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    A captured order showed that the French were making a maximum effort to break through; a regiment of the 117th Division was made available to the 6th Army as a precaution and part of the 58th Division was moved closer to the 28th Division on the Lorette Spur. On 11 May, Rupprecht was ordered by Falkenhayn not to retire under any circumstances, with the discretion to achieve this by attack or defence and replied that a counter-attack was not feasible. Next day, two regiments of the 117th Division were added to I Bavarian Reserve Corps to protect Neuville and reinforcements arriving to re-establish the OHL reserve behind the 6th Army were taken over; part of the 15th Division was sent to Douai as a new OHL reserve and Falkenhayn suggested that a special headquarters be set up to co-ordinate counter-attacks. On 13 June, Rupprecht repeated his orders to XIV Corps to hold Carency and Haenisch sent pioneers to dig a reserve trench behind the left flank of the 28th Division. French pressure on the Lorette Spur had eased and a regiment of the 58th Division retook trenches on the northern slope. No counter-attack was possible at Carency and the I Bavarian Reserve Corps concentrated on holding the line from Souchez to Neuville and St. Laurent, which was attacked again during the afternoon. Gaps either side of Hill 123 were closed by counter-attacks but a gap between a depression known as Artilleriemulde, north of the Lorette Spur and Souchez could not be closed and Carency was almost surrounded. The defences to the west and south had been lost on 9 May and constant French attacks slowly overwhelmed the defenders. At 9:00 a.m. on 12 May, a French bombardment of 23,000 shells fell on the remaining German positions to the north of the village. The survivors were cut off and the village captured over the next two days. French attacks in the north began to diminish on 13 May, as rain storms turned the battlefield into a swamp but at 2:00 p.m. on 15 May a hurricane bombardment fell on Souchez until 6:00 p.m. but no infantry attack followed the bombardment. Late on 12 May Rupprecht created Armee–Gruppe Fasbender to control the units in the areas of the XIV and I Bavarian Reserve corps, to hold the existing positions and establish a defence line from Carency and Neuville. A counter-attack at the cemetery south of Souchez but failed without support from the Carency area, where a French attack at dusk had captured the village. The defeat threatened the rest of the German line, Haenish ordered an immediate bombardment of the village and the 28th Division to dig a new line, from the Lorette Spur to the Ablain church and Souchez. A battalion of the 117th Division was sent to the 28th Division and a 16th Division regiment was moved to Lens as a replacement. By 13 June, the right flank of the 28th Division still held the northern slope of the Lorette Spur, the line either side of the Lorette Chapel had been lost from the Schlammulde (Muddy Hollow) to the Ablain track.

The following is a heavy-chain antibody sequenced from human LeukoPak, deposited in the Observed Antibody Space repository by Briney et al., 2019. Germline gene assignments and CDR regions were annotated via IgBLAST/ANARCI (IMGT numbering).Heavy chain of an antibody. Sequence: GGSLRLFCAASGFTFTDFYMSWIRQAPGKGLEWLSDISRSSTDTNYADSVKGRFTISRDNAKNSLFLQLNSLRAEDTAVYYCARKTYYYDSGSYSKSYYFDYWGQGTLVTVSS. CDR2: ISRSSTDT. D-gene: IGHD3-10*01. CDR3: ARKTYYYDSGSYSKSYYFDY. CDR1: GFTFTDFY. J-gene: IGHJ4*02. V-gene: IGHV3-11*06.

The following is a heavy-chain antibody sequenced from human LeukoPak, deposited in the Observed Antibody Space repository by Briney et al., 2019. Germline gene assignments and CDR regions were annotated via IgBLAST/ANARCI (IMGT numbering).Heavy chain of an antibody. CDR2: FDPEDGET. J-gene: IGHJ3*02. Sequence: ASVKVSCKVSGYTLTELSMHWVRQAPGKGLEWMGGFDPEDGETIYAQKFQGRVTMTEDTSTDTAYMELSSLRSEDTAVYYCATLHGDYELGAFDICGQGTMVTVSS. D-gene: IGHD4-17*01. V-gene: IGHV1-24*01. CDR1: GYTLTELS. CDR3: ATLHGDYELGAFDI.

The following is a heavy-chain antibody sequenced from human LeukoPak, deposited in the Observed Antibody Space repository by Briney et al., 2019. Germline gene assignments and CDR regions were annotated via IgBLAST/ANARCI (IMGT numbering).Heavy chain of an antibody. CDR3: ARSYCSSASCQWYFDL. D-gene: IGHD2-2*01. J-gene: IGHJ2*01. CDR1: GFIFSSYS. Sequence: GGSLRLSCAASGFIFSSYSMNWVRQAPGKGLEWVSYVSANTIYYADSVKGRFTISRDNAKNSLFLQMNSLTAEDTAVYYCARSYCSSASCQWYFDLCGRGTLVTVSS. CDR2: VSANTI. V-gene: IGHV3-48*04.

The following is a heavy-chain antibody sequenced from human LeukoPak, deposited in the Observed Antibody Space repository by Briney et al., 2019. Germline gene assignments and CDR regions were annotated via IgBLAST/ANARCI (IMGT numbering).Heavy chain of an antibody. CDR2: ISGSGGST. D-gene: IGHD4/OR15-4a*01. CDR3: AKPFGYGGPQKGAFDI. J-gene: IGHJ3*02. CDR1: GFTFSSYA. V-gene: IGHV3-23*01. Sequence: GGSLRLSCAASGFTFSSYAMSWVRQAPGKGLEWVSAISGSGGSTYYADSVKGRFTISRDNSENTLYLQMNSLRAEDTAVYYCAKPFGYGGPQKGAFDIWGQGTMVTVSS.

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    French artillery bombarded the German lines overnight and then abated until 6:00 a.m. when a bombardment, slowly increasing in intensity began on the fronts of VII, XIV and I Bavarian Reserve corps, which from mid-morning reached the extent of Trommelfeuer. Lulls in the fire were ruses to prompt German infantry to emerge from shelter, only to be caught in more Trommelfeuer; the German artillery reply was sparse. The French infantry assembled unseen and the advance began after several mines were sprung, obtaining a measure of surprise. The main French attack was received at 11:00 a.m. on the left of XIV Corps and against I Bavarian Reserve Corps, from Lens to Arras, as a second attack began against the centre of XIV Corps along the Béthune–Lens road, which was repulsed by a counter-attack. The 28th Division on the Lorette Spur, was forced out of the front trenches, with many losses and in the evening a battalion of Jäger was sent forward. Further south, the villages of Ablain-St. Nazaire (Ablain) and Carency were held against determined French attacks. By noon 2.5 mi (4 km) of the German front defences had fallen and the French had penetrated up to a depth of 1.9 mi (3 km). In the I Bavarian Reserve Corps area (General Karl von Fasbender), the 5th Bavarian Reserve Division (General Kress von Kressenstein) south of Carency, was pushed back to a line from Cabaret Rouge to Neuville-St. Vaast (Neuville) and French troops advanced as far as artillery positions around Givenchy-en-Gohelle (Givenchy), where reinforcements arrived at noon and managed to forestall a new French attack. To the south, the 1st Bavarian Reserve Division (Lieutenant-General Göringer) managed to repulse the French in hand-to-hand fighting and then enfilade the French further north, who had broken through at La Targette. Crown Prince Rupprecht applied to Falkenhayn, for the two divisions in OHL reserve and the 115th Division (Major-General von Kleist) was moved behind the 5th Bavarian Reserve Division. The 58th Division (Lieutenant-General von Gersdorf) went into the 6th Army reserve and closed up to Lens, as artillery also released from the OHL reserve came forward. On the southern flank of the breakthrough, French attacks were also pushing slowly through the network of trenches known as the Labyrnthe. North of Ecurie, Bavarian Reserve Infantry Regiment 12 took over more ground to the north and prevented the French from widening the breakthrough and in Neuville St. Vaast a counter-attack by a battalion of Bavarian Reserve Infantry Regiment 10 retook the east end of the village and many of the field guns which had been lost earlier. A defence line was improvised between Neuville and La Folie to the north and was used to engage the French troops further north with flanking fire. Bavarian Infantry Regiment 7 was rushed up from reserve to counter-attack the French on Vimy Ridge.